SAP to Use New Acquisition to Address EU Privacy Regulation
SAP announced its acquisition of Gigya, a company that manages 1.3 billion customer identities for clients such as the NBA, Forbes and Tommy Hilfiger
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The companies did not disclose the terms of the deal. SAP agreed to pay $350 million in cash according to one person familiar with the matter who spoke on conditions of anonymity.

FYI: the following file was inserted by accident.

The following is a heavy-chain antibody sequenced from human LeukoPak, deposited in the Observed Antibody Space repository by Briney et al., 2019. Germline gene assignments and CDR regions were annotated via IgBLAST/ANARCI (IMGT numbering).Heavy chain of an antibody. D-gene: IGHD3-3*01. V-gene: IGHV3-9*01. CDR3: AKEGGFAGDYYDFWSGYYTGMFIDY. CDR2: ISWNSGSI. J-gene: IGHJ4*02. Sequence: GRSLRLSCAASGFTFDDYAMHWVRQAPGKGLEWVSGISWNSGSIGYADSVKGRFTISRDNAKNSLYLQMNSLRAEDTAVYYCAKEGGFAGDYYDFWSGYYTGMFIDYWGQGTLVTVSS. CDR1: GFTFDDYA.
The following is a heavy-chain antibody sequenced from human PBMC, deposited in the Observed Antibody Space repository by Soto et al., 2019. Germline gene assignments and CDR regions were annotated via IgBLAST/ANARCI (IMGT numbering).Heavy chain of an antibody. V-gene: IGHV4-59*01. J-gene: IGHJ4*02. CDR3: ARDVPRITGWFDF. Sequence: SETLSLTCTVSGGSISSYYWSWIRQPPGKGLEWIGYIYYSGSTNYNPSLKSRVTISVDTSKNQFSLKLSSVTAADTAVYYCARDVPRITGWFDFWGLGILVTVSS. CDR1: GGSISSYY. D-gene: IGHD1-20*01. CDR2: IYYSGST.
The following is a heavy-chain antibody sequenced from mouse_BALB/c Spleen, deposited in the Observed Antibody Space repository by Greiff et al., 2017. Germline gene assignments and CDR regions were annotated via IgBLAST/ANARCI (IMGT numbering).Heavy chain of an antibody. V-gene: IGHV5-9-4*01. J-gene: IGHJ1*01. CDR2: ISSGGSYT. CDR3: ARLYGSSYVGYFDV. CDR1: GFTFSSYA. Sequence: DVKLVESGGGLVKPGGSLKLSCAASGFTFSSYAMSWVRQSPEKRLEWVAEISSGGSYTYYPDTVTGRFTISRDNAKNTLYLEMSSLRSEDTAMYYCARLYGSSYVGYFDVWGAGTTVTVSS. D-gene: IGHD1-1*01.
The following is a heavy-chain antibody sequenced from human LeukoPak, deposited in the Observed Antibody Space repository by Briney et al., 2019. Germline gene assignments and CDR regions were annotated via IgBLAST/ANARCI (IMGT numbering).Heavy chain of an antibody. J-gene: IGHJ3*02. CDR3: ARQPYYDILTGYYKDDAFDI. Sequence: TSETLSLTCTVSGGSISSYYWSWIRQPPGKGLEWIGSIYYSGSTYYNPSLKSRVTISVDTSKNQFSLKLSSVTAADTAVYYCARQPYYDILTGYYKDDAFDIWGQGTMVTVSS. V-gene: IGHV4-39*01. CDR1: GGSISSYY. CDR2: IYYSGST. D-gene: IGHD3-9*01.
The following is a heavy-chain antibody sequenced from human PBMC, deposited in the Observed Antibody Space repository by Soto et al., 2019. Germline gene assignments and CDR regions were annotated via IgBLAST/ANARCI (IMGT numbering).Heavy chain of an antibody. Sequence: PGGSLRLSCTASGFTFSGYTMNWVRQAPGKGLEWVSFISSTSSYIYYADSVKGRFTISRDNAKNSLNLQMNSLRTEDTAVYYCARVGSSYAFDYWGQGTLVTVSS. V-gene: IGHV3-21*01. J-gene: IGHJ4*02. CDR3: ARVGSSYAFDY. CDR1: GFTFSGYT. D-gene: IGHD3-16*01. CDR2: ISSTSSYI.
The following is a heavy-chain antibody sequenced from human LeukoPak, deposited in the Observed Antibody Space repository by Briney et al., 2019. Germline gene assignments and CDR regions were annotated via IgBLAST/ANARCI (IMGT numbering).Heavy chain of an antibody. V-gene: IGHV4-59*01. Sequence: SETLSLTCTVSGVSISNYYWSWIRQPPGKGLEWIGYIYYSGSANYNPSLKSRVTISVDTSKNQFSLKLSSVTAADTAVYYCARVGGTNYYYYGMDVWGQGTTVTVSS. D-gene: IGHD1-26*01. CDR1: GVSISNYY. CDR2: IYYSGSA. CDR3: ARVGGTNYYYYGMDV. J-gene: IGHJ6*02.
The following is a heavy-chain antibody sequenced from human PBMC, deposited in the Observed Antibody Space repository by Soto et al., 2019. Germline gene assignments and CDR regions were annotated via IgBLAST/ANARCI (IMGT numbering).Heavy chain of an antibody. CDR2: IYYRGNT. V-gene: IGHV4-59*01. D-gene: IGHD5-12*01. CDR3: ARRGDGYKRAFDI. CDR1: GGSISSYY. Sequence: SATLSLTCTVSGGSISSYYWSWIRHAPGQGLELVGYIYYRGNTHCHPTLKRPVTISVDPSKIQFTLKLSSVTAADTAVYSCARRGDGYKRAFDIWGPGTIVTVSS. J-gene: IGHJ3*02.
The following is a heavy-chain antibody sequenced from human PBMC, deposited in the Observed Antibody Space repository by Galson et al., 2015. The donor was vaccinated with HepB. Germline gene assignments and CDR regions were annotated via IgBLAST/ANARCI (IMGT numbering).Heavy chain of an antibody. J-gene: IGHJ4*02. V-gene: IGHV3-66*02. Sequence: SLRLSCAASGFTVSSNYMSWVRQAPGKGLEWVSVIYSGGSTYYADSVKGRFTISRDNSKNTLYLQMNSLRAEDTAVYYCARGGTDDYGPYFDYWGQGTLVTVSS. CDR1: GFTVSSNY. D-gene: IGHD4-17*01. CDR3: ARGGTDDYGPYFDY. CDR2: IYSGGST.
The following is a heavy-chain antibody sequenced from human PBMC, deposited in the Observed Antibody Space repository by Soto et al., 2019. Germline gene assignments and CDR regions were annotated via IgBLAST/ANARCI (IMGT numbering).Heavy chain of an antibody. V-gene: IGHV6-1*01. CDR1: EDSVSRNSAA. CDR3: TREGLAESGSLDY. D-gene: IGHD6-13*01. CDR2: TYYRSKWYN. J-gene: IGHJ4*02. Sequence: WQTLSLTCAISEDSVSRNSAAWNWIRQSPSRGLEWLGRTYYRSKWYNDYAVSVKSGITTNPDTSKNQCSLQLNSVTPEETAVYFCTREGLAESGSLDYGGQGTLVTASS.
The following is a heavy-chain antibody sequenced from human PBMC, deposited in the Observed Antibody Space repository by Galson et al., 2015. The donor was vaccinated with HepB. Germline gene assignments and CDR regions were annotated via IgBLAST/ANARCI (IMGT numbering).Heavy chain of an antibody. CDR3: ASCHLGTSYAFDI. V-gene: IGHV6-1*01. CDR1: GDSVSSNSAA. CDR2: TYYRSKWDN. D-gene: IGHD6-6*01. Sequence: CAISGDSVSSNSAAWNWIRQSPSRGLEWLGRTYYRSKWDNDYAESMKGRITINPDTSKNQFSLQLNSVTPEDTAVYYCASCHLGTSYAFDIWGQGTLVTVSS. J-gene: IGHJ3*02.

Founded in Tel Aviv in 2006 and headquartered in Palo Alto, California, Gigya enables companies to manage their customers' profiles, preferences and consent settings through a platform that protects the privacy and data of the customers. Gigya currently manages 1.3 billion customer identities for clients such as the NBA, Forbes and Tommy Hilfiger.Gigya's service "addresses changing geographical privacy issues and manages compliance requirements such as the upcoming General Data Protection Regulation (GDPR)", the companies said. The GDPR, which will become enforceable as of May 2018, is a regulation intended to strengthen data protection for European Union citizens and unify the varying legalization that currently exists throughout the member countries. As part of the regulation the EU will force companies to comply with user requests to detail algorithmic handling of specific users. “Consumer trust is the main currency to succeed for customer-driven organizations. This is what Gigya is known and recognized for,” said Carsten Thoma, president and co-founder of SAP-subsidiary SAP Hybris. Gigya has been a partner of SAP Hybris, which provides an omnichannel customer engagement and commerce software to organizations, since 2013. It will become part of the SAP Hybris business unit for customer engagement and commerce. With the acquisition, SAP Hybris intends to become the first organization to offer a cloud-based data platform that enables companies to profile and convert new customers, SAP said. "Our identity is being transferred to digital space today, but in actuality your Facebook identity is not yours and you have no control over it," Gigya co-founder Rooly Eliezerov said in an interview with Calcalist. "We believe that your identity should be owned by you and SAP was the only company who thought like us." Sources familiar with the matter who asked to remain anonymous told Calcalist that Gigya held negotiations with several strategic partners this year with no intention of selling, until negotiations with SAP developed. "We had other offers but the organization culture of the other companies didn't consider the employees," Mr. Eliezerov added. "SAP's vision matches ours. We can make a big change in the world if we use SAP's impact to make identity privacy a standard."